Issue #1: Ethics in Practice
If a machine makes a mistake, who bears the ultimate responsibility? From an ethical and legal standpoint, it is substantially more difficult to hold an algorithm accountable for a “wrong decision”. This is because ML models are not explicitly programmed to make decisions based on certain conditions but instead have been developed to learn from data in order to devise treatment pathways optimizing patient outcomes. For a health care professional non-conversant in ML or computer science, the workings of such algorithms can feel opaque and inscrutable. In a clinical setting, a lack of understanding of the “thought process” behind an ML model may engender mistrust between technology and the people they were designed to help. Doug Marcey, vice president of technology for Plexus Technology Group, along with other healthcare consultants, indicates that the best way to approach ML use in patient care while avoiding these concerns is to keep the physician in the driver’s seat: “If you ask a doctor why they prescribed a drug, they can explain their thought process. A lot of ML models are just statistical. You can’t ask the model why it made a diagnosis or recommendation. That’s why, at least in the short term, we’re not going to replace people. We need someone at the helm who’s going to take responsibility.”
Issue #2: Infrastructural Readiness
ML algorithms are only as good as the data they are acting on, and electronic medical records still face barriers such as a high degree of heterogeneity of quality and network systems. Rural healthcare systems, which are traditionally slow to adopt EHR will also find it difficult to leverage ML tools.
Given that the penetration of ML in healthcare is all but inevitable, health care professionals should prepare by asking their practice, hospital, or management organization for the tools and expertise necessary to improving the quality of their data reporting.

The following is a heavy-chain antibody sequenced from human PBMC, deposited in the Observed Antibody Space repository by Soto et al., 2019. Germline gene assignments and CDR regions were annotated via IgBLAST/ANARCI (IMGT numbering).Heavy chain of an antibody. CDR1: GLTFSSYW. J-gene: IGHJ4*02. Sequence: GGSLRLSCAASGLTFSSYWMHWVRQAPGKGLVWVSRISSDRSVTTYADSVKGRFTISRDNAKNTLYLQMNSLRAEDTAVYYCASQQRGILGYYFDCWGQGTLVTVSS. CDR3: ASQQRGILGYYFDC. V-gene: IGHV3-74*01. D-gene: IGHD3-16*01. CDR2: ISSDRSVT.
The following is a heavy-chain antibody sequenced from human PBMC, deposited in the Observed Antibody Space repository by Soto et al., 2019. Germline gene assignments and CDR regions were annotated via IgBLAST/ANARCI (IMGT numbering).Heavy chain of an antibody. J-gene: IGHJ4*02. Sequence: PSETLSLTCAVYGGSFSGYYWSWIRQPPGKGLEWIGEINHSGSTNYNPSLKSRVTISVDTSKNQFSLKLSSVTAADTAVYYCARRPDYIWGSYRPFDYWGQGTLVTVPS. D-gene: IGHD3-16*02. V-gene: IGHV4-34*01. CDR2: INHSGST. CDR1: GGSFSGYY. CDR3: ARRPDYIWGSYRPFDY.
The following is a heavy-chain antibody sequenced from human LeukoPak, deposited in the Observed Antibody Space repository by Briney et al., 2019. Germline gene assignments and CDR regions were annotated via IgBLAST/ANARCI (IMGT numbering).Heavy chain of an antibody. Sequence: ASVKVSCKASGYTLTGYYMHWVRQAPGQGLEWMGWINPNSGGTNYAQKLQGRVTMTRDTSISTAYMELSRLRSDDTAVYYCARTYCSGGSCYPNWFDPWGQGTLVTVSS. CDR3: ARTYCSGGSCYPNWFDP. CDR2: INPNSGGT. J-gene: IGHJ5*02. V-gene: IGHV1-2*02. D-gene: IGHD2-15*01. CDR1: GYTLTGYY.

Issue #3: Industry Resistance to Implementation:
In 2016, GE pulled Sedasys, its automated anesthesiology machine from the market, citing a lack of demand by hospitals and physicians. Resistance by health practitioners stemmed from a belief that Sedasys was the first of many disruptive innovations that will phase out human providers in favor of automated systems. However, such attitudes may ultimately prove counterproductive and ill-founded, at least in the short-term. “I think machine learning will become integrated into anesthesia, but will never replace the physician,” says Jody Locke, ABC vice president for anesthesia and pain practice management. “The big issue in anesthesia—and the big potential for machine learning in anesthesia—is risk stratification and identifying the potential for never events.” The vast majority of ML platforms, including IBM’s Watson Health are intended to serve as auxiliary tools to help physicians make decisions regarding patient care, or to perform tasks under the supervision of physicians. In order for this relationship to be productive and successful, physicians must embrace this technological shift and bring their perspective to bear on the utility of these ML platforms.